Hello, would you try it out:

http://forums.lavag.org/index.php?act=atta...ost&id=7462

I think it is exactly what you need. You can manage complex applications dynamically. This design pattern supports 4 communication types incl. User Events and Notifiers, but the best one you can debug it remotely over TCP/IP.

Eugen

Link to post
Share on other sites

QUOTE(Lars915 @ Nov 19 2007, 06:44 PM)

That's a great example. It'll help get over some of the initial hurdles of understanding how to implement the pattern.

Thanks!!

I think it is not difficult, in the ZIP you will find 4 example clients, one for each communication type.

Eugen

Link to post
Share on other sites

QUOTE(Lars915 @ Nov 19 2007, 12:44 PM)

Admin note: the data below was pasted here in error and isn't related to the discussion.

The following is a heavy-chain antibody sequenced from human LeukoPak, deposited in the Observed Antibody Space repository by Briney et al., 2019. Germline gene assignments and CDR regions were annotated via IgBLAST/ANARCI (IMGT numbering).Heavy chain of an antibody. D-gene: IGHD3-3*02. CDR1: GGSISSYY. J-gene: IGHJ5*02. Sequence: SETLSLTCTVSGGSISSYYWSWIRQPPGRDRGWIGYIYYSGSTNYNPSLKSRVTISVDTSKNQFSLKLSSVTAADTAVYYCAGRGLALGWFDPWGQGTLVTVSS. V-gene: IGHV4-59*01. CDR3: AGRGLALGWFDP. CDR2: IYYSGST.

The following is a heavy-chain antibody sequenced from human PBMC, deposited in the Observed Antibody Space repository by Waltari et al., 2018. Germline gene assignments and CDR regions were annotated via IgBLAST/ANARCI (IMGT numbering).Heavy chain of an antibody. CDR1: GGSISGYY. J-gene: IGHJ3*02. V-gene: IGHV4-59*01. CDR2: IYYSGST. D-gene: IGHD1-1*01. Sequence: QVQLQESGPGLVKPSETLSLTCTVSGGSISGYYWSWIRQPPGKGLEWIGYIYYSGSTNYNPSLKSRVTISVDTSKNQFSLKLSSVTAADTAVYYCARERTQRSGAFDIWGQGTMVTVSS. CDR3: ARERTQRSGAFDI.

It lookes like that pattern is the one I'm looking for.Unfortunately, the temp controller is a Modbus based controller with very generic Serial to Modbus converter VI's. I'll end up creating a lot of the stuff I need for it (gotta learn it, we have a few of them.)

Anybody have a Watlow F4 library?

That's a great example. It'll help get over some of the initial hurdles of understanding how to implement the pattern.

Thanks!!

I have a MODBUS motor controller so you might be interested in the programming for that. I think there is a CRC, twos compliment and all that, whichmust be dealt with. Otherwise MODBUS was simple enough for me to manage.

Link to post
Share on other sites

QUOTE(bmoyer @ Nov 19 2007, 01:17 PM)

I've got the Watlow VI's, but they all deal with command numbers and values (Modubus commands). I like to deal with english commands so I'll have to wrap them in a higher level layer. No big deal once I get the time to understand the order of operations and all the options.

Link to post
Share on other sites